A new series published in The Lancet highlights how public health researchers have neglected the significant influences that racism, xenophobia, and other forms of discrimination like casteism have on health disparities globally. While medical research has repeatedly claimed minoritized people are more prone to a wide range of conditions like cardiovascular disease, cancer, and even Covid-19 because of genetic differences, in the Lancet series, the authors said they are “inaccurate and unfounded assumptions.”
So far, a lot of medical research has focused on the myth that different races have genetic and physiological variations despite the fact that humans are genetically similar compared to other species. The authors emphasized that race and ethnicity are nothing but socio-political constructs.
“Racism and xenophobia exist in every modern society and have profound effects on the health of disadvantaged people. Until racism and xenophobia are universally recognised as significant drivers of determinants of health, the root causes of discrimination will remain in the shadows and continue to cause and exacerbate health inequities,” said lead author Delan Devakumar at UCL.
The authors further argue that public health research has failed to see the big picture by merely focusing on the individual. That has resulted in overlooking the structural inequalities and processes that have contributed to individual manifestations of diseases.
Devakumar and colleagues listed environmental, ecological, and geographical factors that affect health like racial segregation, access to green spaces, availability of nutritious food, and exposure to environmental pollutants and poor air quality.
On a structural level, they further explained that discrimination plays out via two processes — separation — where some people or communities “see themselves as being different.” Secondly, hierarchical structures that dictate race and caste determine people’s capabilities and access to privilege or capital.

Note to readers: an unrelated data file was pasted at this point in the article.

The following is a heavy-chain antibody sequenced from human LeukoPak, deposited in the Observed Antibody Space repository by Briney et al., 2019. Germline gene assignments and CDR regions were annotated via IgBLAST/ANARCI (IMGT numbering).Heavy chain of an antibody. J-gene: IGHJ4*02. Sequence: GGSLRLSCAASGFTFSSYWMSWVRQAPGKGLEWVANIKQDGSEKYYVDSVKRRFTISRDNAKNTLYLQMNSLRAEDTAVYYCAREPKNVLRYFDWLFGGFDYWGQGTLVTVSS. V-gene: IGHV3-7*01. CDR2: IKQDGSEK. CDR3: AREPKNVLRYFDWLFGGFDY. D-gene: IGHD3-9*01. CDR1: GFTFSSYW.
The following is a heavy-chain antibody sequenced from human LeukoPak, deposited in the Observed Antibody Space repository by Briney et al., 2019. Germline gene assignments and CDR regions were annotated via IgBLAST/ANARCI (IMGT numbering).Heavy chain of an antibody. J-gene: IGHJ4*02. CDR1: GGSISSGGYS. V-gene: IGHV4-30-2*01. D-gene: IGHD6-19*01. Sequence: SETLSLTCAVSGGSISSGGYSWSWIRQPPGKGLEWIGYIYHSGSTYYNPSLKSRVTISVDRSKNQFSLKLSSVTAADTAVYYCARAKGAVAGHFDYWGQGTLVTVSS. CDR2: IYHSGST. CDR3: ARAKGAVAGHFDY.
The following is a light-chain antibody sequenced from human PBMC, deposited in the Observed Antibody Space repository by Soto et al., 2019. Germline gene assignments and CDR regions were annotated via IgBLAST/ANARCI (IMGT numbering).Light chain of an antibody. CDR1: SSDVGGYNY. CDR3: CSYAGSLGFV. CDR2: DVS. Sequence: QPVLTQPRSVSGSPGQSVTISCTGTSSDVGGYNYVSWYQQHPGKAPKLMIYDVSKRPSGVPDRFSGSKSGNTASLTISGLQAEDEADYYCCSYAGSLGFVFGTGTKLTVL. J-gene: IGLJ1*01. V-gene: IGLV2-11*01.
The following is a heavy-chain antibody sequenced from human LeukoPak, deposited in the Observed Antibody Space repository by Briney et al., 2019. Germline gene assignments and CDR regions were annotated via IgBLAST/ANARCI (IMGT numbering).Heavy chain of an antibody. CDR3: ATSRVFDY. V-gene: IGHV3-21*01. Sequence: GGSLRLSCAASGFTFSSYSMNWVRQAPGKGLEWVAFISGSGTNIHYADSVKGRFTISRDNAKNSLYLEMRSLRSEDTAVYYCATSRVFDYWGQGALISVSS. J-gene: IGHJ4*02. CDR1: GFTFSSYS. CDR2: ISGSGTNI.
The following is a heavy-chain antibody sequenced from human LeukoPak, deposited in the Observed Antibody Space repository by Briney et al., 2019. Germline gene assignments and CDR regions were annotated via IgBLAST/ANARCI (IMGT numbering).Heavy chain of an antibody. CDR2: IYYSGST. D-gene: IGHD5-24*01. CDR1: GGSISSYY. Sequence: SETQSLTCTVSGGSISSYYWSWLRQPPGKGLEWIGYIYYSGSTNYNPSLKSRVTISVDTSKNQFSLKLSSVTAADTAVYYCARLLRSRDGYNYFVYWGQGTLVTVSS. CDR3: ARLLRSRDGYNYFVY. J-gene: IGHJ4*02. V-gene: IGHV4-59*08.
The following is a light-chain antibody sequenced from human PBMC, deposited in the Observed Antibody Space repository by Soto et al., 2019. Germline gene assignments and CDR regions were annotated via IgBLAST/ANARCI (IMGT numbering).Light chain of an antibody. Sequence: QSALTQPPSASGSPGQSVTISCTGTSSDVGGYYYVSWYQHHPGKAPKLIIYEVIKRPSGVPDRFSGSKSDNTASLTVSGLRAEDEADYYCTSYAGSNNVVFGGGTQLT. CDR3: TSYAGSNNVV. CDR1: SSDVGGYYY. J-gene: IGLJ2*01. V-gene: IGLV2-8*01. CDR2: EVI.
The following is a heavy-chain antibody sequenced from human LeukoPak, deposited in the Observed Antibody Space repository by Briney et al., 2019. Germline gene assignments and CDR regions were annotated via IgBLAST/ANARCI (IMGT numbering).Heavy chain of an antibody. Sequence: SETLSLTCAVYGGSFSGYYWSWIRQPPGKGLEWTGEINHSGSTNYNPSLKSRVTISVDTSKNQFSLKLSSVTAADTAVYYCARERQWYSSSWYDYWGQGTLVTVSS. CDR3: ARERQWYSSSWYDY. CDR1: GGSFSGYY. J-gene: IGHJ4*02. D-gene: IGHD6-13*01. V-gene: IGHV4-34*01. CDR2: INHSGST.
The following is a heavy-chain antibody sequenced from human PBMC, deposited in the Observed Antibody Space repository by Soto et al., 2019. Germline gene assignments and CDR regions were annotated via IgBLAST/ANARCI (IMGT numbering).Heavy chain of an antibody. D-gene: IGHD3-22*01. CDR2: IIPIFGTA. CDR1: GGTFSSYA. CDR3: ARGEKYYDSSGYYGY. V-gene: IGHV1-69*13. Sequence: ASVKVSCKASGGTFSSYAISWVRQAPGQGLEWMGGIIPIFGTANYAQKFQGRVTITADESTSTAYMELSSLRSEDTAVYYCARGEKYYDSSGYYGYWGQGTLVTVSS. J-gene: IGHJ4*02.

“One group is separated from another, physically or socially, and an order is imposed whereby some people are seen as intrinsically of more value and more deserving of care and attention than others. For example, this process is seen explicitly in the caste systems of south Asia; however, it is often less explicit in other forms of discrimination,” the authors wrote in an executive summary published as a part of The Lancet series.
The authors listed six key principles in the Lancet series that can address the health harms of racism and xenophobia: decolonization, understanding intersections between multiple axes of discrimination, increasing diversity & inclusion, reparative and transformative justice, active promotion of racial equity by opposing racism, and human rights-based approaches.
In a Lancet press release, Gideon Lasco at the University of the Philippines, said, “Over the past few years, we have witnessed the persistence of colonialism in the present day. The COVID-19 pandemic saw access to life-saving vaccines structured along colonial and racial lines, with high-income countries in the Global North receiving privileged access to life-saving vaccines.”
“Latest estimates suggest that while 70% of people in Europe have had at least one vaccination, this number is still only 32% in Africa. An all too familiar situation is occurring in the context of the climate crisis, with minoritized populations already being adversely affected by the health impacts of climate change, despite often contributing the least to historical carbon dioxide emissions,” added Lasco. “Unless we take action to transform the systems that uphold racism and xenophobia, we will be unable to tackle racial health inequities in full, or indeed, the greatest health challenges of our day.”